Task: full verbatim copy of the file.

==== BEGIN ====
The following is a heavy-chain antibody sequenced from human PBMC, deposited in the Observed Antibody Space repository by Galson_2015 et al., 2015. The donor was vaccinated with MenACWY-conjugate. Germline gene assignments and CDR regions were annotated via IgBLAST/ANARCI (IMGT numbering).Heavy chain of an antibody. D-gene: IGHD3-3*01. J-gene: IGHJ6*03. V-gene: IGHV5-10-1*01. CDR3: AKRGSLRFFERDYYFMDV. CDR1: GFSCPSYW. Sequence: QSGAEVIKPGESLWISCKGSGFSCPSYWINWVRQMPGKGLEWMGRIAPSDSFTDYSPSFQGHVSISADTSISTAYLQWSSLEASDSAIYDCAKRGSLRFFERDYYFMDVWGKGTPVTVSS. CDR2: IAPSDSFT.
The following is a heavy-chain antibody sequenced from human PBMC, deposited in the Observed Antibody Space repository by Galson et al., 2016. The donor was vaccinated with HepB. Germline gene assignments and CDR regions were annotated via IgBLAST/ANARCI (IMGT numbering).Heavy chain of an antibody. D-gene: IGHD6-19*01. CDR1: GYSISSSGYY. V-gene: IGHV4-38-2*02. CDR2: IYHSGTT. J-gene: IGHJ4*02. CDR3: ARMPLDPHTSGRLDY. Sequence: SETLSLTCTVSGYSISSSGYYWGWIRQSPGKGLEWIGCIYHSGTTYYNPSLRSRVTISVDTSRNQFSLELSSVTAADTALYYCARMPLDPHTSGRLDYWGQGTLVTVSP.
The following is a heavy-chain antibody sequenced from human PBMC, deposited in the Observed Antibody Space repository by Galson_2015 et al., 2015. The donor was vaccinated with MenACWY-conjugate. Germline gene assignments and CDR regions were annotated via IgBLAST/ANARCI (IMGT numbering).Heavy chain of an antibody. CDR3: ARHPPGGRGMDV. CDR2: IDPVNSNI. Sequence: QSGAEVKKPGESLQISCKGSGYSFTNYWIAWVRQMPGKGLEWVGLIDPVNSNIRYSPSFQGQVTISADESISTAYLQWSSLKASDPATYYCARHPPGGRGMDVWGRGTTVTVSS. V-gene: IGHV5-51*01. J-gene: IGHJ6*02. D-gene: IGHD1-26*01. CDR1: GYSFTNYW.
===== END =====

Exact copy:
The following is a heavy-chain antibody sequenced from human PBMC, deposited in the Observed Antibody Space repository by Galson_2015 et al., 2015. The donor was vaccinated with MenACWY-conjugate. Germline gene assignments and CDR regions were annotated via IgBLAST/ANARCI (IMGT numbering).Heavy chain of an antibody. D-gene: IGHD3-3*01. J-gene: IGHJ6*03. V-gene: IGHV5-10-1*01. CDR3: AKRGSLRFFERDYYFMDV. CDR1: GFSCPSYW. Sequence: QSGAEVIKPGESLWISCKGSGFSCPSYWINWVRQMPGKGLEWMGRIAPSDSFTDYSPSFQGHVSISADTSISTAYLQWSSLEASDSAIYDCAKRGSLRFFERDYYFMDVWGKGTPVTVSS. CDR2: IAPSDSFT.
The following is a heavy-chain antibody sequenced from human PBMC, deposited in the Observed Antibody Space repository by Galson et al., 2016. The donor was vaccinated with HepB. Germline gene assignments and CDR regions were annotated via IgBLAST/ANARCI (IMGT numbering).Heavy chain of an antibody. D-gene: IGHD6-19*01. CDR1: GYSISSSGYY. V-gene: IGHV4-38-2*02. CDR2: IYHSGTT. J-gene: IGHJ4*02. CDR3: ARMPLDPHTSGRLDY. Sequence: SETLSLTCTVSGYSISSSGYYWGWIRQSPGKGLEWIGCIYHSGTTYYNPSLRSRVTISVDTSRNQFSLELSSVTAADTALYYCARMPLDPHTSGRLDYWGQGTLVTVSP.
The following is a heavy-chain antibody sequenced from human PBMC, deposited in the Observed Antibody Space repository by Galson_2015 et al., 2015. The donor was vaccinated with MenACWY-conjugate. Germline gene assignments and CDR regions were annotated via IgBLAST/ANARCI (IMGT numbering).Heavy chain of an antibody. CDR3: ARHPPGGRGMDV. CDR2: IDPVNSNI. Sequence: QSGAEVKKPGESLQISCKGSGYSFTNYWIAWVRQMPGKGLEWVGLIDPVNSNIRYSPSFQGQVTISADESISTAYLQWSSLKASDPATYYCARHPPGGRGMDVWGRGTTVTVSS. V-gene: IGHV5-51*01. J-gene: IGHJ6*02. D-gene: IGHD1-26*01. CDR1: GYSFTNYW.